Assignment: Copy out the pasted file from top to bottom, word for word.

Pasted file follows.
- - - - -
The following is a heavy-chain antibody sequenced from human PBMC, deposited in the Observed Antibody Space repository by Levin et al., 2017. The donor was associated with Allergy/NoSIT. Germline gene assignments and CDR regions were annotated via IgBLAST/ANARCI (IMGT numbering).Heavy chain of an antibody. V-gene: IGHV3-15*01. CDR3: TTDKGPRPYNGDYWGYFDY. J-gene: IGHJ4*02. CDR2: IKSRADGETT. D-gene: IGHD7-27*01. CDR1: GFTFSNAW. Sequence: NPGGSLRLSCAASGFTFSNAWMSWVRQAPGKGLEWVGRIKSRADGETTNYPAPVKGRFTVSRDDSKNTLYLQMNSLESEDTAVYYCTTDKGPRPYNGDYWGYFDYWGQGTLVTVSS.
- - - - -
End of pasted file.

The following is a heavy-chain antibody sequenced from human PBMC, deposited in the Observed Antibody Space repository by Levin et al., 2017. The donor was associated with Allergy/NoSIT. Germline gene assignments and CDR regions were annotated via IgBLAST/ANARCI (IMGT numbering).Heavy chain of an antibody. V-gene: IGHV3-15*01. CDR3: TTDKGPRPYNGDYWGYFDY. J-gene: IGHJ4*02. CDR2: IKSRADGETT. D-gene: IGHD7-27*01. CDR1: GFTFSNAW. Sequence: NPGGSLRLSCAASGFTFSNAWMSWVRQAPGKGLEWVGRIKSRADGETTNYPAPVKGRFTVSRDDSKNTLYLQMNSLESEDTAVYYCTTDKGPRPYNGDYWGYFDYWGQGTLVTVSS.